Pentagon calls out China’s military threats as Taiwan tensions worsen

REUTERS/Idrees Ali
U.S. Defense Secretary Lloyd Austin swears in Ely Ratner as the assistant secretary of defense for Indo-Pacific security affairs aboard a military plane enroute to Singapore, July 25, 2021.

WASHINGTON – A senior Pentagon official on Tuesday warned of an unprecedented spike in “direct, aggressive, unsafe” behavior by China against U.S. and partner military forces in the skies above the South China Sea, predicting the trend would probably worsen as Beijing works to expand its regional dominance.

Ely Ratner, the Defense Department’s assistant secretary for Indo-Pacific security affairs, characterized the encounters as a campaign of “coercion and harassment” that has escalated dramatically over the past five years. He accused the Chinese military of assorted misconduct, including aircraft intercepts at dangerously close range and the release of objects into the air that could compromise a plane’s engine.

The flurry of activity “looks like a pattern and a policy,” Ratner said, “and not just a decision by an individual pilot.”

Ratner’s remarks, made during a conference in Washington organized by the Center for Strategic and International Studies, marked the latest in a series of pointed statements from the Biden administration underscoring the erosion of U.S.-China relations. Last month, speaking at the Shangri La Dialogue, Defense Secretary Lloyd Austin also warned that China’s moves toward regional dominance were becoming more “coercive and aggressive.”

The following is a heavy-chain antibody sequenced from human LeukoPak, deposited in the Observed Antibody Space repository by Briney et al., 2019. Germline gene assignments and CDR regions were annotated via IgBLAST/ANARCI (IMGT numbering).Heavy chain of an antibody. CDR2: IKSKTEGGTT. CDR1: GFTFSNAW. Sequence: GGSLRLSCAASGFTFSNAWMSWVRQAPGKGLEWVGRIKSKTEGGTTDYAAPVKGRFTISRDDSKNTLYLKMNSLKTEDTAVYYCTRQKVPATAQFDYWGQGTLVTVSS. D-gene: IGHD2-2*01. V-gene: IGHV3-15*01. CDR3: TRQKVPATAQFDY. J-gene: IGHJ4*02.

A focal point is Washington’s material support for Taiwan, including of its defense sector, and looming suspicion that Beijing, emboldened by Russia’s attempted conquest of Ukraine, intends to move militarily against the government in Taipei.

The Chinese Embassy in Washington did not immediately respond to a request for comment.

China, Ratner said, is using “military intimidation and force” in a bid to disrupt the region’s status quo. It’s a marked departure from Beijing’s long-practiced strategy of securing assets and influence through economic and diplomatic coercion, he said.

By and large, the trend has been observed mostly in the air, Ratner said, noting that he expects that could change.

“We haven’t seen a similar trend on the water yet, but my suspicion would be that’s coming,” he added. The United States, he said, has no intention of scaling back “freedom of navigation operations,” in which naval vessels pass through international waters in the region. He called the patrols “critical to enforcing the rules-based international order.”

In recent months, Canada and Australia both have accused Beijing of dangerous maneuvers to intimidate their pilots during routine flights. U.S. officials have not disclosed many more details to buttress their claims, Ratner acknowledged, saying he was working to declassify the data on China’s recent intercepts to illustrate the trend more substantively.

Some in Washington see a growing urgency around the issue, particularly in light of the complexities underpinning the United States’ relationship with Taiwan.